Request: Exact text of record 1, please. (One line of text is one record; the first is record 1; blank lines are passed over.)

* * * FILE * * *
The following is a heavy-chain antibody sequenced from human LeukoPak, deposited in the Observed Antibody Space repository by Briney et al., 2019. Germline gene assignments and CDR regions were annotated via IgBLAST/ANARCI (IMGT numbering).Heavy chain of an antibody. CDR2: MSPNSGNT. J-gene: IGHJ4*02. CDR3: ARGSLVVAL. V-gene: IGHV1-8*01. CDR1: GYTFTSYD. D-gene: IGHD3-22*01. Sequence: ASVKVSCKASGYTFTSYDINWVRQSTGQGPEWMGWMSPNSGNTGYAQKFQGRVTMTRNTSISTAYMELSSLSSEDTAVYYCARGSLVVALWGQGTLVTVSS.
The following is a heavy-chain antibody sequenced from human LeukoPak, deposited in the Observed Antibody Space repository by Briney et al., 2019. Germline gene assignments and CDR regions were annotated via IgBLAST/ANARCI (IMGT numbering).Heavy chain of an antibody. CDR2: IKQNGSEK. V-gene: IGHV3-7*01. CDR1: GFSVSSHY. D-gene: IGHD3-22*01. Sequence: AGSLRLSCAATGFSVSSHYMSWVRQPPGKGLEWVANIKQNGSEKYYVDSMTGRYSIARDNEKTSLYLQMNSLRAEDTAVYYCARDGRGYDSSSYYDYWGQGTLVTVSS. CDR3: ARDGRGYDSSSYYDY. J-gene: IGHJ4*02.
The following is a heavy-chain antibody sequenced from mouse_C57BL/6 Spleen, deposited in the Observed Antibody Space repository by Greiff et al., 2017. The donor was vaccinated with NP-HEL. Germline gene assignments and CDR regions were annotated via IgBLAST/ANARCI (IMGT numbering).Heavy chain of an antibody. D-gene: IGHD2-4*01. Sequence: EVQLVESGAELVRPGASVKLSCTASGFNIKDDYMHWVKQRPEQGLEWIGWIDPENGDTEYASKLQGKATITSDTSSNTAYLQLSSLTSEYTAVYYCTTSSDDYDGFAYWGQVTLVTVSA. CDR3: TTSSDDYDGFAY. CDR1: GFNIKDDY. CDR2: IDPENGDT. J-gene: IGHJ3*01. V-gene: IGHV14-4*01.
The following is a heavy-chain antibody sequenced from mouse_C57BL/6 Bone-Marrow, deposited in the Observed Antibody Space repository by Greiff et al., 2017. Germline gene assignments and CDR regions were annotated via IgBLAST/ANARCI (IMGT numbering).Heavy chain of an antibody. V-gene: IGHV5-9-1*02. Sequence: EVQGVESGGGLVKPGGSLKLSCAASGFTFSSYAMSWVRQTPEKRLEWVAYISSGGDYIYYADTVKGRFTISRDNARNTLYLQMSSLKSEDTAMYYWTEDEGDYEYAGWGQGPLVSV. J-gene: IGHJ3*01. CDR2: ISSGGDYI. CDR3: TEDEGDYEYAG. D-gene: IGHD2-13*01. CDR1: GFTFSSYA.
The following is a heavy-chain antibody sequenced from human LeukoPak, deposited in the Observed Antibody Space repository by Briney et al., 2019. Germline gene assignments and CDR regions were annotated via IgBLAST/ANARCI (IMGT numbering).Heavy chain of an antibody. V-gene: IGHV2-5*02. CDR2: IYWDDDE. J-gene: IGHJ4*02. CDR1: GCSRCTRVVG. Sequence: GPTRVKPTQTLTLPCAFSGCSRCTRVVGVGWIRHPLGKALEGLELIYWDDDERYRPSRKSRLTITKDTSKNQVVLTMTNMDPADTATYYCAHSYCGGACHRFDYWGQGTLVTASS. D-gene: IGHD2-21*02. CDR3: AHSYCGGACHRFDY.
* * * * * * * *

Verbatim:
The following is a heavy-chain antibody sequenced from human LeukoPak, deposited in the Observed Antibody Space repository by Briney et al., 2019. Germline gene assignments and CDR regions were annotated via IgBLAST/ANARCI (IMGT numbering).Heavy chain of an antibody. CDR2: MSPNSGNT. J-gene: IGHJ4*02. CDR3: ARGSLVVAL. V-gene: IGHV1-8*01. CDR1: GYTFTSYD. D-gene: IGHD3-22*01. Sequence: ASVKVSCKASGYTFTSYDINWVRQSTGQGPEWMGWMSPNSGNTGYAQKFQGRVTMTRNTSISTAYMELSSLSSEDTAVYYCARGSLVVALWGQGTLVTVSS.